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Rick Hendrick, Mark Martin among NASCAR HOF inductees for 2017
- Updated: January 21, 2017
By Yvonne Jones, Staff Writer
CHARLOTTE, N.C. — Their paths into NASCAR Hall of Fame might be different, but for 2017 inductees Rick Hendrick, Richard Childress, Raymond Parks, Benny Parsons and Mark Martin, it was never easy.
As NASCAR welcomed its newest members on Friday night in a ceremony held at the Charlotte Convention Center in North Carolina, the stories told are those of passion for racing, hard work, sacrifices and their no-quit attitude in a sport that’s driven by sponsorship. It’s the eighth class since the inception of the NASCAR Hall of Fame in 2010.
Hendrick, owner of 15 national titles and 245 victories, was introduced on stage by one of his four current drivers and seven-time champ Jimmie Johnson as well as retired four-time champ Jeff Gordon.
“Most of us simply know him as Mr. H,” Gordon said. “And now that H takes on a new meaning, Mr. Hall of Famer.”
Hendrick’s wife, Linda, who told the story of how the two met at a service station in Raleigh in 1971, inducted her husband into the Hall.
“That was 46 years ago, and I stand here tonight as a proud wife because of his hard work and passion for racing with the honor, on this 20th day of January, 2017, to present the NASCAR Hall of Fame inductee ring inductee ring and officially induct my best friend and sweet husband, Rick Hendrick, into the NASCAR Hall of Fame,” she said.
Rick Hendrick, who initially owned a championship boat racing team, said he spent all week reflecting on the people behind his success in the sport. He thanked everyone, including the two doctors who he said saved his life from leukemia after his 1996 diagnosis.
“When we were boat racing, she was selling T-shirts out of the back of the trailer so we could raise enough money to go back and do it again,” Rick Hendrick said of his wife, Linda. “So she sits in church on Sunday, so many Sundays by herself when I’ve been gone for 44 years doing what I love.”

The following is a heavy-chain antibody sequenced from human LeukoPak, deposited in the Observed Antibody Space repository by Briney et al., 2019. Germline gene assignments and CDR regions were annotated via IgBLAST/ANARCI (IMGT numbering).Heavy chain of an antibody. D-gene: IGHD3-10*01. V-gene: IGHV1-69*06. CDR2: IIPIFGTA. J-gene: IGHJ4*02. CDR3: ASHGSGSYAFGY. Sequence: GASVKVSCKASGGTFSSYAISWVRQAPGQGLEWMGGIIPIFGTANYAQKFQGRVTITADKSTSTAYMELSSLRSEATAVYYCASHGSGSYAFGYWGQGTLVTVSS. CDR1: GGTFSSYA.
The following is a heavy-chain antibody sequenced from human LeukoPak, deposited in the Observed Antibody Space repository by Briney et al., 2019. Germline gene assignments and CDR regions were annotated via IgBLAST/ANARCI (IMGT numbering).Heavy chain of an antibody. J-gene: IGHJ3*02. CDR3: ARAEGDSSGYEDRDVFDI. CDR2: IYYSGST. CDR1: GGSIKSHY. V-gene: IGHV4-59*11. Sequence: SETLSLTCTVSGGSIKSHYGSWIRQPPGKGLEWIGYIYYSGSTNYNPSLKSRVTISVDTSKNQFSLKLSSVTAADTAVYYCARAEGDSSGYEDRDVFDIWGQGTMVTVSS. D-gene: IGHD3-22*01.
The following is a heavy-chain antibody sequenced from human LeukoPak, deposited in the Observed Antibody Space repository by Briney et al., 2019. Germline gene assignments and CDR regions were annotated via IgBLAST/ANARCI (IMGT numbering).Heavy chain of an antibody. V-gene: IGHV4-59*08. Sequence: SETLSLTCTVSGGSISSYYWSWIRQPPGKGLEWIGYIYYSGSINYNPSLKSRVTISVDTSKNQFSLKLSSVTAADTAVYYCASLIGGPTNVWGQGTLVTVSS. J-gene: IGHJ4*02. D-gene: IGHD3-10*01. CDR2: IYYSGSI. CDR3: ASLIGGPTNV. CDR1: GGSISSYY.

Hendrick’s induction followed his good friend and fellow car owner Richard Childress, who won six premier series titles with inaugural NASCAR Hall of Famer Dale Earnhardt and was the first owner to win a championship in all three national series. Childress was introduced by grandsons and Cup drivers Austin and Ty Dillon. His wife, Judy, presented Childress with the ring.
“I’d like to start out by saying only in America,” Childress said. “Only in America could a kid selling peanuts and popcorn at Bowman Gray Stadium have a dream of becoming a race driver some day, and then he goes out and buys him an old ’47 Plymouth, pays $20 for it, that was the best investment I ever made, and have a dream of being a NASCAR driver some day, be standing up here tonight to be inducted into the NASCAR Hall of Fame.
“Only in America. What a great country we live in. “
Benny Parsons and Raymond Parks were both inducted posthumously. Parsons, who started out as a taxi driver before winning the 1973 NASCAR premier series title, died in 2007 at the age of 65. He was a commentator for NBC and TNT until his death. His widow, Violet, was on hand to accept the award.
Parks, one of the most successful team owners, died in 2010 at 96 years old. His granddaughter, Patricia DePottey accepted the award presented by 2014 Cup champ and Stewart-Haas Racing driver Kevin Harvick.
For Martin, dubbed the greatest driver never to win a Cup title, it was never about the trophies. He has 40 wins in the NASCAR premier series and 96 across all three NASCAR national series. He also won 49 times in what is today’s NASCAR XFINITY Series, which was a record that stood for 14 years. He has finished runner-up in the Cup series five times.
“Because racing was my passion, the easy thing to do was to go to the trucking company that my dad owned and go to work there,” Martin explained. “I had no interest in that trucking company. The only thing I knew was racing.”
And as he entered the HOF, an emotional Martin said it was the “grandest Victory Lane’ of all, we have made it.” He was introduced on stage by current driver Matt Kenseth, and presented by his former car owner Jack Roush.
And as for his return to the track? He said he now feels like he belongs there. After Martin retired, he never set foot back at the place where he used to go around in circles.
“So yeah, this makes me feel like I have a place, a little bit of a place,” he said. “But the thing about racing is when you step out, the hole closes behind you so fast, it’s unbelievable, as a driver, as a crew chief, crew member, whatever. I’m sure even doing your job, you step out for very long, that hole closes, man. It ain’t easy to get back inside. “
In addition, Martinsville Speedway founder H. Clay Earles won the Landmark Award for Outstanding Contributions to NASCAR. Benny Phillips, who covered the sport for 48 years even while battling polio, was named the sixth Squier-Hall Award winner.